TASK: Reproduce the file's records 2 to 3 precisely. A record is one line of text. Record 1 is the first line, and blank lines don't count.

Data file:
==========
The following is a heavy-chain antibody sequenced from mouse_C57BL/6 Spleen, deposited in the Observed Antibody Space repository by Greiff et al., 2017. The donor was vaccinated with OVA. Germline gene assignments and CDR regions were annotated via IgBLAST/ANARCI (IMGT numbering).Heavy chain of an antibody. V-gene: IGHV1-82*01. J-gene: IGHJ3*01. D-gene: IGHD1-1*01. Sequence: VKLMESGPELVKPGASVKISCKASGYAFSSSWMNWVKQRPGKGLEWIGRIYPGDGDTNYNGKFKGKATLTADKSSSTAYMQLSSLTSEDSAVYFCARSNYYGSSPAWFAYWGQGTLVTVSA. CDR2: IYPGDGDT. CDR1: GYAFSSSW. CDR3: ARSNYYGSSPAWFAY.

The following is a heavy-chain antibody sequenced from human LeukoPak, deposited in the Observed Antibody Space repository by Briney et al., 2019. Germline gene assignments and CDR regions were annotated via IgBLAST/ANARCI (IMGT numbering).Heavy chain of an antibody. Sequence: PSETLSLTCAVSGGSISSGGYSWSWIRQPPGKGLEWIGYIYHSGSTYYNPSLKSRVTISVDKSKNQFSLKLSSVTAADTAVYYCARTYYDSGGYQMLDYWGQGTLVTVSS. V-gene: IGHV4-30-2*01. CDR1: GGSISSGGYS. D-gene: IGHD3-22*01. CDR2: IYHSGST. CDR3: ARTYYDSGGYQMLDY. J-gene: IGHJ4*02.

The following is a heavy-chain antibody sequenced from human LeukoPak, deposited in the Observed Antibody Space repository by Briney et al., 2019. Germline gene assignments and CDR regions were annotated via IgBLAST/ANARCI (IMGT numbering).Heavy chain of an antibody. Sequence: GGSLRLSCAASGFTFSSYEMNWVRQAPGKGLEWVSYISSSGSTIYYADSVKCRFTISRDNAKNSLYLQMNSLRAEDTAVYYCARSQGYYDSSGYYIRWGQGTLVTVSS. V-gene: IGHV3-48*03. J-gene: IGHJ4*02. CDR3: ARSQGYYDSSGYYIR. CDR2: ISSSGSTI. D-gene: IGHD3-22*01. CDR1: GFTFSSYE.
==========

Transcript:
The following is a heavy-chain antibody sequenced from human LeukoPak, deposited in the Observed Antibody Space repository by Briney et al., 2019. Germline gene assignments and CDR regions were annotated via IgBLAST/ANARCI (IMGT numbering).Heavy chain of an antibody. Sequence: PSETLSLTCAVSGGSISSGGYSWSWIRQPPGKGLEWIGYIYHSGSTYYNPSLKSRVTISVDKSKNQFSLKLSSVTAADTAVYYCARTYYDSGGYQMLDYWGQGTLVTVSS. V-gene: IGHV4-30-2*01. CDR1: GGSISSGGYS. D-gene: IGHD3-22*01. CDR2: IYHSGST. CDR3: ARTYYDSGGYQMLDY. J-gene: IGHJ4*02.

The following is a heavy-chain antibody sequenced from human LeukoPak, deposited in the Observed Antibody Space repository by Briney et al., 2019. Germline gene assignments and CDR regions were annotated via IgBLAST/ANARCI (IMGT numbering).Heavy chain of an antibody. Sequence: GGSLRLSCAASGFTFSSYEMNWVRQAPGKGLEWVSYISSSGSTIYYADSVKCRFTISRDNAKNSLYLQMNSLRAEDTAVYYCARSQGYYDSSGYYIRWGQGTLVTVSS. V-gene: IGHV3-48*03. J-gene: IGHJ4*02. CDR3: ARSQGYYDSSGYYIR. CDR2: ISSSGSTI. D-gene: IGHD3-22*01. CDR1: GFTFSSYE.